Child obesity grows tenfold since 1975: study

An overweight child wears a sweat-shirt reading the word "Style", in this October 9, 2017 photo, in Postdam, eastern Germany. (AFP)
Updated 11 October 2017

Child obesity grows tenfold since 1975: study

PARIS: The world had 10 times as many obese children and teenagers last year than in 1975, but underweight kids still outnumbered them, a study said Wednesday.
Warning of a “double burden” of malnutrition, researchers said the rate of increase in obesity far outstripped the decline in under-nutrition.
“If post-2000 trends continue, child and adolescent obesity is expected to surpass moderate and severe underweight by 2022,” researchers wrote in The Lancet medical journal.
The team found that there were 74 million obese boys aged 5-19 in 2016, up from six million four decades earlier.
For girls, the tally swelled from five million to 50 million.
By comparison, there were 117 million underweight boys and 75 million underweight girls last year after the number peaked around the year 2000, the study said.
Almost two thirds of the underweight children lived in south Asia.
Obesity ballooned in every region in the world, while the number of underweight children slowly decreased everywhere except south and southeast Asia, and central, east and west Africa.
The prevalence of underweight children decreased from 9.2 percent to 8.4 percent of girls aged 5-19 over the study period, and from 14.8 percent to 12.4 percent in boys.
Obesity grew from 0.7 percent to 5.6 percent among girls and from 0.9 percent to 7.8 percent in boys.
In Nauru, the Cook Islands and Palau, more than 30 percent of children and teenagers were obese in 2016.
In some countries in Polynesia and Micronesia, the Middle East, North Africa, the Caribbean and the United States, more than one in five children were obese.

Experts divide people into body mass categories calculated on the basis of their weight-to-height ratio. These range from underweight, normal weight, overweight and three categories of obese.
Obesity comes with the risk of chronic diseases such as diabetes, while underweight children are more at risk from infectious diseases.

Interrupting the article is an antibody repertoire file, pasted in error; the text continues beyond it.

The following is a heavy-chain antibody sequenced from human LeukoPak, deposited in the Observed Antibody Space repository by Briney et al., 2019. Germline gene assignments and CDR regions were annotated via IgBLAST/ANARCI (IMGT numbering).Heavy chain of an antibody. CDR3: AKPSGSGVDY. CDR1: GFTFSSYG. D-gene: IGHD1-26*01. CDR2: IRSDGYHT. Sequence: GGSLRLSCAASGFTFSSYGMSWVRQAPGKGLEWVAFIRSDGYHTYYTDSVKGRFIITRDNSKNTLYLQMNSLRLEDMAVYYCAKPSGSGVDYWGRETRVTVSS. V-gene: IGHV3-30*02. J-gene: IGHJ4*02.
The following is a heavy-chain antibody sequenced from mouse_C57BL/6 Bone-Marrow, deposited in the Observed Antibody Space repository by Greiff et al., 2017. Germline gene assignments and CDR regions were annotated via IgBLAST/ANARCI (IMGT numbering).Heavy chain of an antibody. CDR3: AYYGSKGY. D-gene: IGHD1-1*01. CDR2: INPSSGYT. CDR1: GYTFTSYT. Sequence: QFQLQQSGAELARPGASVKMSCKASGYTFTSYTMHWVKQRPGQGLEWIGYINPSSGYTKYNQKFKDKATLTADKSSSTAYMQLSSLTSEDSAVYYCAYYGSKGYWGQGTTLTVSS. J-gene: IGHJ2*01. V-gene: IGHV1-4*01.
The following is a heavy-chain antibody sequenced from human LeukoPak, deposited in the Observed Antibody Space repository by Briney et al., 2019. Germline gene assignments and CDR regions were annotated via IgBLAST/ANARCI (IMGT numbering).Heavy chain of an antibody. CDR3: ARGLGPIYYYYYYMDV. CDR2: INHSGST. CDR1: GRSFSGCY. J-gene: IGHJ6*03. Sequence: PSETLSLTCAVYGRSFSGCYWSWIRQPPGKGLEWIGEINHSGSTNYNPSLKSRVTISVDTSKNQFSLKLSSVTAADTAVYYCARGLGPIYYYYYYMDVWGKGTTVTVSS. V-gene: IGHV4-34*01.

Children in either category can be stunted if their diet does not include healthy nutrients.
“There is a continued need for policies that enhance food security in low-income countries and households, especially in south Asia,” said study author Majid Ezzati from Imperial College London.
“But our data also shows that the transition from underweight to overweight and obesity can happen quickly in an unhealthy nutritional transition with an increase in nutrient-poor, energy-dense foods.”
The team used the height and weight data of 129 million people older than five to estimate body mass trends for 200 countries from 1975 to 2016.
While obesity in children and teens appears to have plateaued in rich countries, its rise continued in low- and middle-income countries, they found.
“Very few policies and programs attempt to make healthy foods such as whole grains and fresh fruits and vegetables affordable to poor families,” Ezzati said in a statement.
“Unaffordability of healthy food options to the poor can lead to social inequalities in obesity, and limit how much we can reduce its burden.”
 


Kemetic yoga breathes new life into Egyptian tourism

Updated 18 October 2019

Kemetic yoga breathes new life into Egyptian tourism

  • Egyptian temples have wall carvings which play a major role in the development of Kemitic yoga
  • Kemetic yoga is a blend of physical movements, meditation and controlled breathing

CAIRO: Egypt’s Ministry of Tourism has collaborated with CNN to produce and air a short film about Kemetic yoga to highlight wellness tourism in the country.

Kemetic yoga is a blend of physical movements, meditation and controlled breathing.

The three-minute film was shot in Luxor and follows Sarah Wesley, a certified Kemetic yoga instructor.

“The origins of Kemetic yoga started in the land called Kemit and Kemit is the ancient name of Egypt,” Wesley said.

Egyptian temples have wall carvings which play a major role in the development of Kemitic yoga, along with the study and interpretations of hieroglyphic texts on the subject.

Wesley practices yoga mainly at Karnak Temple, which she described as being full of powerful and peaceful energy.

The practice mainly targets people who want to discover more about themselves and those who wish to expand their consciousness.

HIGHLIGHTS

• Breathing is a significant aspect in all forms of yoga but with Kemetic yoga it is enhanced and highlighted. It is also much slower than other forms of yoga.

• This type of yoga is different to others, as it focuses on breathing rather than poses.

“I hope that the future of Kemetic yoga can reach as many people as possible,” Wesley said.

This type of yoga is different to others, as it focuses on breathing rather than poses.

Breathing is a significant aspect in all forms of yoga but with Kemetic yoga it is enhanced and highlighted. It is also much slower than other forms of yoga.

Kemetic yoga is more than imitating the poses of the gods which have remained eternal due to the carvings on the temple walls. It is a philosophy that aims for self-development.

Kemetic yoga aims to showcase a different side of tourism in Egypt. The film, “Yoga in Egypt,” is one aspect of a partnership between CNN and the ministry, which has launched an international tourism campaign. 

The campaign aims to promote tourism in Egypt by showcasing the country in a different light and changing perceptions about it.

Last month the ministry said it was working with social media influencers to promote Egypt as a travel destination, Al-Ahram newspaper reported.